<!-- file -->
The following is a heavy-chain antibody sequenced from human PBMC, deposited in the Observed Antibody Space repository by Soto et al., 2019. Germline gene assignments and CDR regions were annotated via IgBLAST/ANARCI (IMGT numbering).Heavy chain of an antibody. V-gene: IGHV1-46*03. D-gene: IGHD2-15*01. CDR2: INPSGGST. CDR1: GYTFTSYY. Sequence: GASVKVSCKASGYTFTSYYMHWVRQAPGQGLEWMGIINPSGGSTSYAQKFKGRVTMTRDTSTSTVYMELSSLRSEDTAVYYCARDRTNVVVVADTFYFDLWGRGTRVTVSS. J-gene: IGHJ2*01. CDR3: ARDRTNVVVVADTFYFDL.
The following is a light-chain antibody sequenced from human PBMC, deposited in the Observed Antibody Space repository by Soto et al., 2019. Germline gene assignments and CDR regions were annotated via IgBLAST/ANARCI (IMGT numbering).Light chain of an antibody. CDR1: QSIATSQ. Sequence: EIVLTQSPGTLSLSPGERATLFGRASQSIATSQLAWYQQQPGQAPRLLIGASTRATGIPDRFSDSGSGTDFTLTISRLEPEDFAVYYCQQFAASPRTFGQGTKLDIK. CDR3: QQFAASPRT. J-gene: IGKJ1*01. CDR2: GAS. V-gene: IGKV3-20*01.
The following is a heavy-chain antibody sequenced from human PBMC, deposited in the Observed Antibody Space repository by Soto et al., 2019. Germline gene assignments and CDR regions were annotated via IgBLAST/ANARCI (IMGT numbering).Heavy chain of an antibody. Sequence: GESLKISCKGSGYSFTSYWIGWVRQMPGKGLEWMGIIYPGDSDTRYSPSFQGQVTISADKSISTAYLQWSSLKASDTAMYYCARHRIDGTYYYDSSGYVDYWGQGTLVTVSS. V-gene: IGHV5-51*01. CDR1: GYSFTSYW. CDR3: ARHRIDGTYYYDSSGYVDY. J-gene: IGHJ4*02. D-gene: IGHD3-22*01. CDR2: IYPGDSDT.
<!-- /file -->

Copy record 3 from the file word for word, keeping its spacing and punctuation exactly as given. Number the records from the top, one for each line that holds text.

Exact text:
The following is a heavy-chain antibody sequenced from human PBMC, deposited in the Observed Antibody Space repository by Soto et al., 2019. Germline gene assignments and CDR regions were annotated via IgBLAST/ANARCI (IMGT numbering).Heavy chain of an antibody. Sequence: GESLKISCKGSGYSFTSYWIGWVRQMPGKGLEWMGIIYPGDSDTRYSPSFQGQVTISADKSISTAYLQWSSLKASDTAMYYCARHRIDGTYYYDSSGYVDYWGQGTLVTVSS. V-gene: IGHV5-51*01. CDR1: GYSFTSYW. CDR3: ARHRIDGTYYYDSSGYVDY. J-gene: IGHJ4*02. D-gene: IGHD3-22*01. CDR2: IYPGDSDT.